Assessment of treatment change for sexual offenders against children: comparing different methodologies based on psychometric self-report
Degree GrantorUniversity of Canterbury
Degree NameMaster of Science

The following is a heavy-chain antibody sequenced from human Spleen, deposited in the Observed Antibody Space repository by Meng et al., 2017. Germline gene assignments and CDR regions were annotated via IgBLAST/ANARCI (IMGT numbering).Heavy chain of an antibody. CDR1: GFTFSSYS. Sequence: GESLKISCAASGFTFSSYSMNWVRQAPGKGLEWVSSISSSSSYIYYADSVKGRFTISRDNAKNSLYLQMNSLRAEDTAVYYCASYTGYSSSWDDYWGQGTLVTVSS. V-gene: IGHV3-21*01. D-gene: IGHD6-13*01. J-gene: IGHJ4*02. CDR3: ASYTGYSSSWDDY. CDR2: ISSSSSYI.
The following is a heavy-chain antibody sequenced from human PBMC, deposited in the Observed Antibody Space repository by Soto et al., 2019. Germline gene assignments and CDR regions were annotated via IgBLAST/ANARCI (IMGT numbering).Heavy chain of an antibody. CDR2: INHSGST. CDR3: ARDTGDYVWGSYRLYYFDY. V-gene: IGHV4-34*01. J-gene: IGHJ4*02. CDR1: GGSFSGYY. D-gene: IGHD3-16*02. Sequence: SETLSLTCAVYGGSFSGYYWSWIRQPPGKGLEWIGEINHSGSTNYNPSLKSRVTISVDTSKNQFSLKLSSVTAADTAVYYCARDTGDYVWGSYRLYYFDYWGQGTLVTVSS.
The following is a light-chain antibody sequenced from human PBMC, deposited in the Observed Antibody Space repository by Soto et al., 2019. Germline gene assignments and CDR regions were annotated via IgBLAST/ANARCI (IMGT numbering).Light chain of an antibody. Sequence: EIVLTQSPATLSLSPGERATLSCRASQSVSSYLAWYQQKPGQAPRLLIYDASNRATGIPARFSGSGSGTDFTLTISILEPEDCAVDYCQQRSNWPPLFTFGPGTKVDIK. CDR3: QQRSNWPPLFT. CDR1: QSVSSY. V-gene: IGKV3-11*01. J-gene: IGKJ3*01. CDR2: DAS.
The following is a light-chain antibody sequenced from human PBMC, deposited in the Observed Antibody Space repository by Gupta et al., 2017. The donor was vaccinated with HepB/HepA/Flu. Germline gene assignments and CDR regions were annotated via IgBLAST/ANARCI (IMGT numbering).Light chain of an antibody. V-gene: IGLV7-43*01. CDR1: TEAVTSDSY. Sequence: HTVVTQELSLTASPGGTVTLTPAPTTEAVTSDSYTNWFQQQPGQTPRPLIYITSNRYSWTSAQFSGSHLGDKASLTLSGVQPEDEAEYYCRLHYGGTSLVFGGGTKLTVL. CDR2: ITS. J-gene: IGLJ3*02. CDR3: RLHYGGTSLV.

Communities seek success when it comes to preventing the sexual abuse of children. Thus, how best to measure treatment gains for incarcerated offenders and how those gains are linked to reductions in recidivism are important topics for research. This study examines the relationship between psychometric changes and recidivism in a sample of 495 sex offenders who completed treatment in the prison-based Kia Marama treatment programme in Rolleston prison, New Zealand. The specific goals of this study were threefold. Firstly; to characterise offender progress overall on the administered psychometric battery in terms of five different methods of calculating change. Two methods of calculating clinically significant change were employed. Firstly, change was calculated using the Jacobson and Truax (1991) method of establishing a cut off score based on normative data for each measure. Secondly change was defined as clinically significant when the post treatment score fell 1SD away from the pre-treatment mean in the direction of functionality, a methodology used by Wakeling, Beech, and Freemantle (2013). Two methods of calculating reliable change were then employed. Firstly the Jacobson, Follette, Revenstorf, et al. (1984) calculation adopted by Wakeling et al. (2013) was applied, followed by the more stringent formula proposed by Christensen and Mendoza (1986) which takes account of the standard error of difference. Finally, residual change scores were calculated, replicating the change methodology adopted by Beggs and Grace (2011). The second goal of this study was to compare the five different methodologies above for assessing change based on participants’ scores on the administered psychometric battery. The third and final goal was to determine which of the five identified methods of measuring change demonstrated the strongest correlation with recidivism. Measures of clinically significant change were found to be significantly correlated with recidivism. However, this was not necessarily true when change was defined as both reliable and clinically significant. Results indicated that the Wakeling et al. (2013) method of calculating clinically significant change outperformed all of the others in regards to predicting recidivism. Overall, the present results support the use of self-report psychometrics in measuring treatment change and predicting recidivism.